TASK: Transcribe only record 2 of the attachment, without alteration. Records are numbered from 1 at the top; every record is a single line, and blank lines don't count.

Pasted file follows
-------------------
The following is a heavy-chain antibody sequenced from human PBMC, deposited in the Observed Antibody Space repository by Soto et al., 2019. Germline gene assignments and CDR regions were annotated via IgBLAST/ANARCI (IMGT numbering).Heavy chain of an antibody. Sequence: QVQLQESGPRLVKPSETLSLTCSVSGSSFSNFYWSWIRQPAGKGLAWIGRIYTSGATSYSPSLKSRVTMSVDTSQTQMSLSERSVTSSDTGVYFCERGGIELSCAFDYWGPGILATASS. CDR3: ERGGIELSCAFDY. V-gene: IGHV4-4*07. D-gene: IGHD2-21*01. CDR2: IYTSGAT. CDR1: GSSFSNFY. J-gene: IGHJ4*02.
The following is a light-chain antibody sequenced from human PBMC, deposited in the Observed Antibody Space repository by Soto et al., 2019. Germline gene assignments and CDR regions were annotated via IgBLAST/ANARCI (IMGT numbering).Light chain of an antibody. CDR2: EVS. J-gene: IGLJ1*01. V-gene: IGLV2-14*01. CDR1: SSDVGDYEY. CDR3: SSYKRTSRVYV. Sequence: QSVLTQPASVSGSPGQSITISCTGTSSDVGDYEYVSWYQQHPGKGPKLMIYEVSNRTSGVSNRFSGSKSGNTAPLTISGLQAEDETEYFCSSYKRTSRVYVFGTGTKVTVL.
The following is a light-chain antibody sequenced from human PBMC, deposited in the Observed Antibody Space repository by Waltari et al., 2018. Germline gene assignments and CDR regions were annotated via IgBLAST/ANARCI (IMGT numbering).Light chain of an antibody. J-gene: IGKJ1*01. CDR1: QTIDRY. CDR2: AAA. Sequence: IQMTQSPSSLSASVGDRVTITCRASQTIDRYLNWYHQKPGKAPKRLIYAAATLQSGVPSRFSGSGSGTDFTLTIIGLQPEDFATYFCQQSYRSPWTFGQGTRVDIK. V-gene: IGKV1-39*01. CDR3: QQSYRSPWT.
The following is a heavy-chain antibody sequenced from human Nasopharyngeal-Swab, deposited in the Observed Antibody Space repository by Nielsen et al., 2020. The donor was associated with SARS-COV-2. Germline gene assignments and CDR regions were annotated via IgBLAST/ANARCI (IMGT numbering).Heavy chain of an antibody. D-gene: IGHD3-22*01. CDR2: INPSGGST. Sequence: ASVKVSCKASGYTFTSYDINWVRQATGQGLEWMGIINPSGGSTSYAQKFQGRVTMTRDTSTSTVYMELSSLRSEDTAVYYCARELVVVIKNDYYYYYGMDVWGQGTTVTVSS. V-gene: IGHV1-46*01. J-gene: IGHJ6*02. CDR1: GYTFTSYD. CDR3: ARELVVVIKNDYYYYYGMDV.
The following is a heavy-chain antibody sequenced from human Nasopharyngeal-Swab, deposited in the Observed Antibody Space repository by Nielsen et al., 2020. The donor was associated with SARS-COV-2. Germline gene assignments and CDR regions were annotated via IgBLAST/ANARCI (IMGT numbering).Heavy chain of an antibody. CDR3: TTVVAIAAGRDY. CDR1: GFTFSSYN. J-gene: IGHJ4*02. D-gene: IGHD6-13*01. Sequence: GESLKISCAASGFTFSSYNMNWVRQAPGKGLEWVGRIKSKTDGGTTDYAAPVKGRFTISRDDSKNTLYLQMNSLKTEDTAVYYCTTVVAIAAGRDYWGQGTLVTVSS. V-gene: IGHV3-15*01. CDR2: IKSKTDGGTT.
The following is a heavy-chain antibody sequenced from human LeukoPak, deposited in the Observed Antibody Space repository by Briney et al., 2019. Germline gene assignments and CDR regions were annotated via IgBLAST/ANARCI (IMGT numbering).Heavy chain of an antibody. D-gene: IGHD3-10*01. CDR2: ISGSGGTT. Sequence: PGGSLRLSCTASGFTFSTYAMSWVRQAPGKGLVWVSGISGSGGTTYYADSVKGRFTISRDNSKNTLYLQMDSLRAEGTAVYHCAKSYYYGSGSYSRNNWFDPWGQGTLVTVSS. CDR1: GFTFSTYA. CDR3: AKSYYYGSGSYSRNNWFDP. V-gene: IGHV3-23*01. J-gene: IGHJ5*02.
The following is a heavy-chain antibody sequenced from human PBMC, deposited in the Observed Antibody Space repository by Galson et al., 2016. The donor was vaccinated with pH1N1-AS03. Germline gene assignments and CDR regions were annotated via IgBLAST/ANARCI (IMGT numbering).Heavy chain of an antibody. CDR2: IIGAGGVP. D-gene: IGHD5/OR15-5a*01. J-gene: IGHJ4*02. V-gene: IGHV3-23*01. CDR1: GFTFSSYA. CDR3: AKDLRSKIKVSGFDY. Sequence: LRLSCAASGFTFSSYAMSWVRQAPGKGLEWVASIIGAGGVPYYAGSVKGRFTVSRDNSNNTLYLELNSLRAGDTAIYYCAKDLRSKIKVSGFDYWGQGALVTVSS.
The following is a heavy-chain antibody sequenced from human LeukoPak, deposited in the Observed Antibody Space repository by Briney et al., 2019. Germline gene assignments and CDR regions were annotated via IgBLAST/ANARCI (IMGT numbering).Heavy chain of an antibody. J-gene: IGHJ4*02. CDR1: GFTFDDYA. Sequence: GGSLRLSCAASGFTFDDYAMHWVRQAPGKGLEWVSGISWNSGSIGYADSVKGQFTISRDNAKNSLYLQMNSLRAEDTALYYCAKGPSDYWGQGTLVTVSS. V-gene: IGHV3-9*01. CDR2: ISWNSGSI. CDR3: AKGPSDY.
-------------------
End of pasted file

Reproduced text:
The following is a light-chain antibody sequenced from human PBMC, deposited in the Observed Antibody Space repository by Soto et al., 2019. Germline gene assignments and CDR regions were annotated via IgBLAST/ANARCI (IMGT numbering).Light chain of an antibody. CDR2: EVS. J-gene: IGLJ1*01. V-gene: IGLV2-14*01. CDR1: SSDVGDYEY. CDR3: SSYKRTSRVYV. Sequence: QSVLTQPASVSGSPGQSITISCTGTSSDVGDYEYVSWYQQHPGKGPKLMIYEVSNRTSGVSNRFSGSKSGNTAPLTISGLQAEDETEYFCSSYKRTSRVYVFGTGTKVTVL.